And there’s more. “The dirty secret about YouTube, which I think not a whole lot of people get at the moment and is great for YouTube,” says one digital video executive, “is people who consume on YouTube don’t then go outside of YouTube. So if you think of Smosh, they have 18 million subscribers. As a business, two-thirds of their revenue happens on their website. But you look at their traffic that goes from YouTube to their website, it’s like 1% of the total. The rest is coming from Facebook and Twitter. So the idea that if you’re Yahoo or any of these guys, thinking their subscribers will follow them, I don’t think that’s necessarily true.”
YouTube is where creators have grown up; it’s what they’re familiar with, and it’s where their friends and fans live. No other platform has that type of engagement. Community may be one of the most overused words in the tech industry, but even a cynic has to admit that YouTube has a genuine and hardy one. Stars support and promote one another with as much fervor as they upload videos. Grace Helbig, a comedian who had to relaunch her channel under a new name and rebuild her subscriber count from zero after leaving the digital network My Damn Channel, was nervous about the prospect of having to start over in amassing her fan base. “Everyone rallied around and lent their support and asked people to subscribe to me without me even asking them to,” she says. “I’m the kind of person who has a hard time asking for help and everyone just voluntarily offered it.” In short order, she had 1.8 million subscribers.
“YouTubers know how YouTube works,” says Big Frame’s Penna. “What’s the community going to be like in these different platforms? No one knows. Until a couple of people make that leap and it’s successful, it’s going to be challenging.” Even an 18-year-old like Bethany Mota feels the pull of YouTube. “I didn’t really know that I’d ever be designing clothes or anything like this when I started,” she says, “so I just want to keep making videos. Obviously, TV and movies are interesting to me, but I don’t look at that as what I want to dedicate all my time to. I see it more as a way to expand what I’m doing and to draw back to my YouTube channel.”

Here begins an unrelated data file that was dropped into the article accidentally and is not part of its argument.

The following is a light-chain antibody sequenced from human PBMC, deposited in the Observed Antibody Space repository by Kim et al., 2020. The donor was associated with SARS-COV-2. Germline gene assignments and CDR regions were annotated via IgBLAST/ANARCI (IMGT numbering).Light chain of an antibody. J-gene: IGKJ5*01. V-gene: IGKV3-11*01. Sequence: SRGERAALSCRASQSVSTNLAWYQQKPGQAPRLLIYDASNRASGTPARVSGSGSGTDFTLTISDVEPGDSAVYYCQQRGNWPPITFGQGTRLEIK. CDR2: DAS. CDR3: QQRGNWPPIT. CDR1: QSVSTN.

In late June, at VidCon, Wojcicki underscored her feelings about creators. While hordes of tween fans waited in mile-long lines for glimpses of YouTube stars such as Kian Lawley (a member of O2L who looks like a cross between Justin Bieber and Joe Jonas), Wojcicki addressed a more sober crowd of YouTubers in an upstairs ballroom at the Anaheim Convention Center. “You guys are the real stars!” Wojcicki said with soccer-mom enthusiasm, as she paced the stage in a pair of skinny jeans and a YouTube T-shirt. “It’s strange that I’m the one who’s onstage.” She then rolled out a slew of initiatives, including support for 60-frames-per-second video to better showcase gaming footage and a way for fans to pay stars directly, all the while stressing that “creators are the essence of YouTube.”
When Jenna Marbles, whose YouTube channel has more than 13 million subscribers and whose videos have been watched almost 1.5 billion times, ran onstage wearing a fluorescent-pink miniskirt and tube socks, Wojcicki beamed. The mom of Google has a new family now.
–Additional reporting by Sarah Kessler, J.J. McCorvey, and Varun Nayar
[Editor’s note: This story has been updated from the print version to reflect YouTube’s response to Fast Company‘s assertion that YouTube’s original channels initiative was a disappointment. Ynon Kreiz’s quote was also modified to reflect the full context of his comments.]